According to a release sent out by the SEC, BMW kept a reserve of unreported retail sales that it used to reach company targets, ignoring actual time of when the sales took place. The agency also says BMW paid dealers to label vehicles as loaners or demonstrators so they could count them as sold. BMW reported the misleading sales information while going on to raise $18 billion from investors in corporate bond offerings.
The Security and Exchange Commission as such entered into a settlement with the automaker, with an $18 million fine for inflating sales numbers in the U.S. from 2015 to 2019.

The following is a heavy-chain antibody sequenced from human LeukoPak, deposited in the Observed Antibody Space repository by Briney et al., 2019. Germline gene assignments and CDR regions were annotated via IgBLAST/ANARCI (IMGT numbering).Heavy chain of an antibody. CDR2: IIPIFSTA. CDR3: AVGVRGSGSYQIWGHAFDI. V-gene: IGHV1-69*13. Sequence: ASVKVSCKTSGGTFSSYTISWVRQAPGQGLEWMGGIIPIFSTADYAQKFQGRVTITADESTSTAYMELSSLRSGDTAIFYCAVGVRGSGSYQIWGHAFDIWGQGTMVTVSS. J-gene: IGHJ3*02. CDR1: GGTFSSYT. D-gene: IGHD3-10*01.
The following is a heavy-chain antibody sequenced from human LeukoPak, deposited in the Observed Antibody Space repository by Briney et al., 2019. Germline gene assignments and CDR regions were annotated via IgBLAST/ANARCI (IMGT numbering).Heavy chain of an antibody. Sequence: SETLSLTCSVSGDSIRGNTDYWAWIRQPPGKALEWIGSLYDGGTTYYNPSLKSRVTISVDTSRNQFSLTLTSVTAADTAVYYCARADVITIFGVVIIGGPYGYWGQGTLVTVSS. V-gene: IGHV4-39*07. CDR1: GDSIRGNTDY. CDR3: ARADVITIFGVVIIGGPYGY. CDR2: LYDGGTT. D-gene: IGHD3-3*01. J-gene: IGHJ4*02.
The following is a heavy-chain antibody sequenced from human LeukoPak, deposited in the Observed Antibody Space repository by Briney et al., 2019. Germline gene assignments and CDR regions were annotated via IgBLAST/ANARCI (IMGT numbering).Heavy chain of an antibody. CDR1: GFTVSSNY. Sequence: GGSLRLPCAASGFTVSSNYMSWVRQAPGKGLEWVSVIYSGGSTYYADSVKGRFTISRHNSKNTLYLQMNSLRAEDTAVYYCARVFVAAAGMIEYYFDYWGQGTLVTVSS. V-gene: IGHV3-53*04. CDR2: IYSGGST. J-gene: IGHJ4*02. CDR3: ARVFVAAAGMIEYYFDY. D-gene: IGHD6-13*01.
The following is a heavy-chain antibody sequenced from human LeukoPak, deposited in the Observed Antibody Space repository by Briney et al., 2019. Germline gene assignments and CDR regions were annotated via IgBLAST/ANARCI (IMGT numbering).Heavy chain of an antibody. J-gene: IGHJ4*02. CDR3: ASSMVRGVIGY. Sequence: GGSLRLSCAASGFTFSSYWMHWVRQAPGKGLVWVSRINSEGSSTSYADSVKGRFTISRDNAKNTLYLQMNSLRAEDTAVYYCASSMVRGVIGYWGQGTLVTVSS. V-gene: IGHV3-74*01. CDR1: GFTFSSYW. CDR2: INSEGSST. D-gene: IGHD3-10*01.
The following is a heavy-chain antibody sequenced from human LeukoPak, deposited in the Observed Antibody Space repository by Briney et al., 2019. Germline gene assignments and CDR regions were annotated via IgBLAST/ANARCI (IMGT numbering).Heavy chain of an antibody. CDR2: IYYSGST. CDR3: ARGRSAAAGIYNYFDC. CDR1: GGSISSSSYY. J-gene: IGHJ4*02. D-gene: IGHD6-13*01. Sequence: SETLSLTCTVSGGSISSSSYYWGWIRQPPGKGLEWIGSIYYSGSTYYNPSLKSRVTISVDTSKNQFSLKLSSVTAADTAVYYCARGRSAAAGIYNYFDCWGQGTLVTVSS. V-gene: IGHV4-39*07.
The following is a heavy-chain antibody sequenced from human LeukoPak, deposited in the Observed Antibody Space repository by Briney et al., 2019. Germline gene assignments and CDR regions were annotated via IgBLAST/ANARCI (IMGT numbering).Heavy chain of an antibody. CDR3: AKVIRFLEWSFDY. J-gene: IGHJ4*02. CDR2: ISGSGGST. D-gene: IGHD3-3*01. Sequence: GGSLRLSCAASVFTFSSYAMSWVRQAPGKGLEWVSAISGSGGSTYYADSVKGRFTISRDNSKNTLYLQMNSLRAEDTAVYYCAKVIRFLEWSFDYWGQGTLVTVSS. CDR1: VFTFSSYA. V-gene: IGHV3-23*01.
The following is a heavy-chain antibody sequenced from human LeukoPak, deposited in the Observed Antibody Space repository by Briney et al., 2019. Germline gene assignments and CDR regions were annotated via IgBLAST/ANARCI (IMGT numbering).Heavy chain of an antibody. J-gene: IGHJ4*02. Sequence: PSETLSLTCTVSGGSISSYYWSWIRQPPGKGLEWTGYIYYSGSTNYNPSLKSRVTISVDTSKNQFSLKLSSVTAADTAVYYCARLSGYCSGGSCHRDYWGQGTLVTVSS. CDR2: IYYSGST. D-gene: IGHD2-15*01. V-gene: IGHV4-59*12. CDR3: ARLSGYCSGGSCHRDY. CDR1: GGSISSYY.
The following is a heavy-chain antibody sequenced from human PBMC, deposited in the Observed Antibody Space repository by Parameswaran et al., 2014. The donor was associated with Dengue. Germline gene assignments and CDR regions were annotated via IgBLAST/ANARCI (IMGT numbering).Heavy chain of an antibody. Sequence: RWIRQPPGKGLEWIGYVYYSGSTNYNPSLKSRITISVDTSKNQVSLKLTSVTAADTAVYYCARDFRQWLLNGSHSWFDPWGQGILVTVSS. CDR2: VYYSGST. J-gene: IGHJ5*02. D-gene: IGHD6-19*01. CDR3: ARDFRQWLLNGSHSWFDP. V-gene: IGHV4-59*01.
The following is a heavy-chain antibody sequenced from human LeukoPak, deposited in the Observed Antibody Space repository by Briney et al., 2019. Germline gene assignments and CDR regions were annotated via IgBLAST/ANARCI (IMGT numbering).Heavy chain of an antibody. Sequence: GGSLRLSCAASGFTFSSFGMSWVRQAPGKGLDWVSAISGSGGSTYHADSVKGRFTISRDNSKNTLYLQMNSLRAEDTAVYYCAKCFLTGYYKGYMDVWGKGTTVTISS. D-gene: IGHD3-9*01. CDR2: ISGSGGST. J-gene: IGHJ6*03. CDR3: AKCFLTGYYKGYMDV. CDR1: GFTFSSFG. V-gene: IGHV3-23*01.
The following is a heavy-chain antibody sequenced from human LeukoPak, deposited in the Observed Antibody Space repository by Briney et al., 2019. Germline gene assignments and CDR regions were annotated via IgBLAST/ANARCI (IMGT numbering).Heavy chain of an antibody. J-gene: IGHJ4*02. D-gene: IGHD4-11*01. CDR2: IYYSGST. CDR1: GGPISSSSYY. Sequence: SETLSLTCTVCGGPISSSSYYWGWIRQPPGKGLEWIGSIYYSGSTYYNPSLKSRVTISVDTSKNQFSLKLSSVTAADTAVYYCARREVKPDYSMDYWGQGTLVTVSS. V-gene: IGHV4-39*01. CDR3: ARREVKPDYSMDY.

“Companies accessing U.S. markets to raise capital have an obligation to provide accurate information to investors,” said Stephanie Avakian, Director of the Division of Enforcement. “Through its repeated disclosure failures, BMW misled investors about its U.S. retail sales performance and customer demand for BMW vehicles in the U.S. market while raising capital in the U.S.”
Although BMW cooperated with the investigation and agreed to the settlement, it would not admit nor deny the SEC’s findings. BMW AG, BMW of North America, and BMW US Capital agreed to pay the joint penalty and to refrain from committing the same violations in the future.